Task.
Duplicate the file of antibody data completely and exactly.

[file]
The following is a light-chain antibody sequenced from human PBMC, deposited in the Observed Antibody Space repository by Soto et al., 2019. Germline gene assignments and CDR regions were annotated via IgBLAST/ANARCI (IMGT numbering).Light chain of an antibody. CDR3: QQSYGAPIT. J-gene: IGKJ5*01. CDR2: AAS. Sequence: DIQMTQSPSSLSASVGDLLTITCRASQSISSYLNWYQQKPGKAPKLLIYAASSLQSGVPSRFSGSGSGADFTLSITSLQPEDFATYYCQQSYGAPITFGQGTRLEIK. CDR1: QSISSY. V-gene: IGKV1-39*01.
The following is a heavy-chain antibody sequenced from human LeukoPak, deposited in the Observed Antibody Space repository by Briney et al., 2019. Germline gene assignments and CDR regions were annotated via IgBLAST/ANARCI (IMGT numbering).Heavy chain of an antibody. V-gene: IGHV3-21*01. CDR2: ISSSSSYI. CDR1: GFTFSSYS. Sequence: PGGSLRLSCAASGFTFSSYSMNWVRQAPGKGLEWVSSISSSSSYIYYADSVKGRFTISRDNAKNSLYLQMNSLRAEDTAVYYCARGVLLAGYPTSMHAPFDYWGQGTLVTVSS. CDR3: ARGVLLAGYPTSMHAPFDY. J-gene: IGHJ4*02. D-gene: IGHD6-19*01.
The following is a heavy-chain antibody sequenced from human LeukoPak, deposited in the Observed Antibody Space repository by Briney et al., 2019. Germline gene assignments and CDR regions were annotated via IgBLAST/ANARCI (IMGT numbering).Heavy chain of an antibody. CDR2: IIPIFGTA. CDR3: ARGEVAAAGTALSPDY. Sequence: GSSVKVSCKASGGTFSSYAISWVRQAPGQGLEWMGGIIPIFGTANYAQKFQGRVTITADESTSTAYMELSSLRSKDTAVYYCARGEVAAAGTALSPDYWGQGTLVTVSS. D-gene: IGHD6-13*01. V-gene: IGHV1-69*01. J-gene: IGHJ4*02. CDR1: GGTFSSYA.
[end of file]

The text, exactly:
The following is a light-chain antibody sequenced from human PBMC, deposited in the Observed Antibody Space repository by Soto et al., 2019. Germline gene assignments and CDR regions were annotated via IgBLAST/ANARCI (IMGT numbering).Light chain of an antibody. CDR3: QQSYGAPIT. J-gene: IGKJ5*01. CDR2: AAS. Sequence: DIQMTQSPSSLSASVGDLLTITCRASQSISSYLNWYQQKPGKAPKLLIYAASSLQSGVPSRFSGSGSGADFTLSITSLQPEDFATYYCQQSYGAPITFGQGTRLEIK. CDR1: QSISSY. V-gene: IGKV1-39*01.
The following is a heavy-chain antibody sequenced from human LeukoPak, deposited in the Observed Antibody Space repository by Briney et al., 2019. Germline gene assignments and CDR regions were annotated via IgBLAST/ANARCI (IMGT numbering).Heavy chain of an antibody. V-gene: IGHV3-21*01. CDR2: ISSSSSYI. CDR1: GFTFSSYS. Sequence: PGGSLRLSCAASGFTFSSYSMNWVRQAPGKGLEWVSSISSSSSYIYYADSVKGRFTISRDNAKNSLYLQMNSLRAEDTAVYYCARGVLLAGYPTSMHAPFDYWGQGTLVTVSS. CDR3: ARGVLLAGYPTSMHAPFDY. J-gene: IGHJ4*02. D-gene: IGHD6-19*01.
The following is a heavy-chain antibody sequenced from human LeukoPak, deposited in the Observed Antibody Space repository by Briney et al., 2019. Germline gene assignments and CDR regions were annotated via IgBLAST/ANARCI (IMGT numbering).Heavy chain of an antibody. CDR2: IIPIFGTA. CDR3: ARGEVAAAGTALSPDY. Sequence: GSSVKVSCKASGGTFSSYAISWVRQAPGQGLEWMGGIIPIFGTANYAQKFQGRVTITADESTSTAYMELSSLRSKDTAVYYCARGEVAAAGTALSPDYWGQGTLVTVSS. D-gene: IGHD6-13*01. V-gene: IGHV1-69*01. J-gene: IGHJ4*02. CDR1: GGTFSSYA.